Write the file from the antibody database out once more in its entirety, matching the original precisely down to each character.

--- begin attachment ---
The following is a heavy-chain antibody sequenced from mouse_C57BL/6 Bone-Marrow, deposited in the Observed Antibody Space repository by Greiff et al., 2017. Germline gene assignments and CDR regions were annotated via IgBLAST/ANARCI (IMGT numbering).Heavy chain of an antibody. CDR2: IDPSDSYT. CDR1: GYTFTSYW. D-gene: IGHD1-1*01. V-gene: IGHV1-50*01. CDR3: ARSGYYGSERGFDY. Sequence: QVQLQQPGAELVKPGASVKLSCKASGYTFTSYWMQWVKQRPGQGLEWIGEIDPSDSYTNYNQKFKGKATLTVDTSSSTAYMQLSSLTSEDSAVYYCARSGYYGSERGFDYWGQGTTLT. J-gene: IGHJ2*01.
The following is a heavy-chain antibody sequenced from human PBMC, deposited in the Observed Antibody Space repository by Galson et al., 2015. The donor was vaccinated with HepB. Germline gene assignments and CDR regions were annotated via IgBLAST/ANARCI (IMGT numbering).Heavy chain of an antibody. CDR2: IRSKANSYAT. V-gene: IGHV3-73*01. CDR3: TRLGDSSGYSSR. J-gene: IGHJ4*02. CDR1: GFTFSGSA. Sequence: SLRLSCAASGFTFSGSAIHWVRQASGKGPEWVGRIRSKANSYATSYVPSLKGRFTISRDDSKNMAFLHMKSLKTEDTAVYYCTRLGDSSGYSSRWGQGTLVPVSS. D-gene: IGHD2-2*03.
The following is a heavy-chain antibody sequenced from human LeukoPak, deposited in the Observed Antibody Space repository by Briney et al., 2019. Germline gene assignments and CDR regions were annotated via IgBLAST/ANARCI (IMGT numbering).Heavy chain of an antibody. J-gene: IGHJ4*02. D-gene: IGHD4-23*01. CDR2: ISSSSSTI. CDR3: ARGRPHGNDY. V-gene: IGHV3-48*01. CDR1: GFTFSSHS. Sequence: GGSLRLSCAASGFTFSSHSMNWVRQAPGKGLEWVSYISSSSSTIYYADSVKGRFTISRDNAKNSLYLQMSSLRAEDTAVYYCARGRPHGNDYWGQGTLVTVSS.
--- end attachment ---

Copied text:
The following is a heavy-chain antibody sequenced from mouse_C57BL/6 Bone-Marrow, deposited in the Observed Antibody Space repository by Greiff et al., 2017. Germline gene assignments and CDR regions were annotated via IgBLAST/ANARCI (IMGT numbering).Heavy chain of an antibody. CDR2: IDPSDSYT. CDR1: GYTFTSYW. D-gene: IGHD1-1*01. V-gene: IGHV1-50*01. CDR3: ARSGYYGSERGFDY. Sequence: QVQLQQPGAELVKPGASVKLSCKASGYTFTSYWMQWVKQRPGQGLEWIGEIDPSDSYTNYNQKFKGKATLTVDTSSSTAYMQLSSLTSEDSAVYYCARSGYYGSERGFDYWGQGTTLT. J-gene: IGHJ2*01.
The following is a heavy-chain antibody sequenced from human PBMC, deposited in the Observed Antibody Space repository by Galson et al., 2015. The donor was vaccinated with HepB. Germline gene assignments and CDR regions were annotated via IgBLAST/ANARCI (IMGT numbering).Heavy chain of an antibody. CDR2: IRSKANSYAT. V-gene: IGHV3-73*01. CDR3: TRLGDSSGYSSR. J-gene: IGHJ4*02. CDR1: GFTFSGSA. Sequence: SLRLSCAASGFTFSGSAIHWVRQASGKGPEWVGRIRSKANSYATSYVPSLKGRFTISRDDSKNMAFLHMKSLKTEDTAVYYCTRLGDSSGYSSRWGQGTLVPVSS. D-gene: IGHD2-2*03.
The following is a heavy-chain antibody sequenced from human LeukoPak, deposited in the Observed Antibody Space repository by Briney et al., 2019. Germline gene assignments and CDR regions were annotated via IgBLAST/ANARCI (IMGT numbering).Heavy chain of an antibody. J-gene: IGHJ4*02. D-gene: IGHD4-23*01. CDR2: ISSSSSTI. CDR3: ARGRPHGNDY. V-gene: IGHV3-48*01. CDR1: GFTFSSHS. Sequence: GGSLRLSCAASGFTFSSHSMNWVRQAPGKGLEWVSYISSSSSTIYYADSVKGRFTISRDNAKNSLYLQMSSLRAEDTAVYYCARGRPHGNDYWGQGTLVTVSS.